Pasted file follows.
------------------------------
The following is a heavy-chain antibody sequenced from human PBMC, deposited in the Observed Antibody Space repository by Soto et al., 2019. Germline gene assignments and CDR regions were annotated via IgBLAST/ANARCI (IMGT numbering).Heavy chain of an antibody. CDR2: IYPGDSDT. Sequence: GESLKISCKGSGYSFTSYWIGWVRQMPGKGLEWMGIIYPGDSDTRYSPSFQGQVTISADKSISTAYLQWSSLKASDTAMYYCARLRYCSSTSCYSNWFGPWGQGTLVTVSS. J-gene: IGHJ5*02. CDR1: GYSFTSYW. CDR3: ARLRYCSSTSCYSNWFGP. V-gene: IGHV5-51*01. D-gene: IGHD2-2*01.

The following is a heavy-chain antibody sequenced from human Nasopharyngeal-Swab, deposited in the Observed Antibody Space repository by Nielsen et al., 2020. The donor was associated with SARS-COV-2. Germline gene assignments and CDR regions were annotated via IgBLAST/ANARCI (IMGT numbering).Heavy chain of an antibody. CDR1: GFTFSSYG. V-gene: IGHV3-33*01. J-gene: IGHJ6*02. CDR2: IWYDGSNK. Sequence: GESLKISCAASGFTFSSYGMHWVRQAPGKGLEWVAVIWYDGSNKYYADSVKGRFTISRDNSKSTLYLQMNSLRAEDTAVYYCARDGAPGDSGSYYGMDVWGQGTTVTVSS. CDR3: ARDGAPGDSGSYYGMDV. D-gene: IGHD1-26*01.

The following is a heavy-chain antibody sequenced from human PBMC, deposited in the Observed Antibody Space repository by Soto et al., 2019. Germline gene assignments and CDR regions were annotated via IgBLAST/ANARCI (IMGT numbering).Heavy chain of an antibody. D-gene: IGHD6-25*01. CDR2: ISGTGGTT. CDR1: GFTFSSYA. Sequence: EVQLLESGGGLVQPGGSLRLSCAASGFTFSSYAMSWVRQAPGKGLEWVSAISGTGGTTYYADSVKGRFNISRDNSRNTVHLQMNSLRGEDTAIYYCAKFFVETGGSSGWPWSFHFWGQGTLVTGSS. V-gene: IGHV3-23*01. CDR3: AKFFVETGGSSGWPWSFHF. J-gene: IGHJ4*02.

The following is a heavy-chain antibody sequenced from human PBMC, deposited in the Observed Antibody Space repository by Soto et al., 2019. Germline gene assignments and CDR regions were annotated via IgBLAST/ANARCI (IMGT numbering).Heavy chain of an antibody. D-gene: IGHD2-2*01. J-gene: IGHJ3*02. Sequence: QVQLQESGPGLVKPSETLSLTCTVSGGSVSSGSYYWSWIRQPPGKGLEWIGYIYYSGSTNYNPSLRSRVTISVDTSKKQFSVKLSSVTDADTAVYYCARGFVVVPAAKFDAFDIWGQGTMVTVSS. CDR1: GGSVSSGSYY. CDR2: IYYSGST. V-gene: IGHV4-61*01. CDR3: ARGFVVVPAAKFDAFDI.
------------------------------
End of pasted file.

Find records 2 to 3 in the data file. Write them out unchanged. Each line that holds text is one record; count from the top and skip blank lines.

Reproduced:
The following is a heavy-chain antibody sequenced from human Nasopharyngeal-Swab, deposited in the Observed Antibody Space repository by Nielsen et al., 2020. The donor was associated with SARS-COV-2. Germline gene assignments and CDR regions were annotated via IgBLAST/ANARCI (IMGT numbering).Heavy chain of an antibody. CDR1: GFTFSSYG. V-gene: IGHV3-33*01. J-gene: IGHJ6*02. CDR2: IWYDGSNK. Sequence: GESLKISCAASGFTFSSYGMHWVRQAPGKGLEWVAVIWYDGSNKYYADSVKGRFTISRDNSKSTLYLQMNSLRAEDTAVYYCARDGAPGDSGSYYGMDVWGQGTTVTVSS. CDR3: ARDGAPGDSGSYYGMDV. D-gene: IGHD1-26*01.

The following is a heavy-chain antibody sequenced from human PBMC, deposited in the Observed Antibody Space repository by Soto et al., 2019. Germline gene assignments and CDR regions were annotated via IgBLAST/ANARCI (IMGT numbering).Heavy chain of an antibody. D-gene: IGHD6-25*01. CDR2: ISGTGGTT. CDR1: GFTFSSYA. Sequence: EVQLLESGGGLVQPGGSLRLSCAASGFTFSSYAMSWVRQAPGKGLEWVSAISGTGGTTYYADSVKGRFNISRDNSRNTVHLQMNSLRGEDTAIYYCAKFFVETGGSSGWPWSFHFWGQGTLVTGSS. V-gene: IGHV3-23*01. CDR3: AKFFVETGGSSGWPWSFHF. J-gene: IGHJ4*02.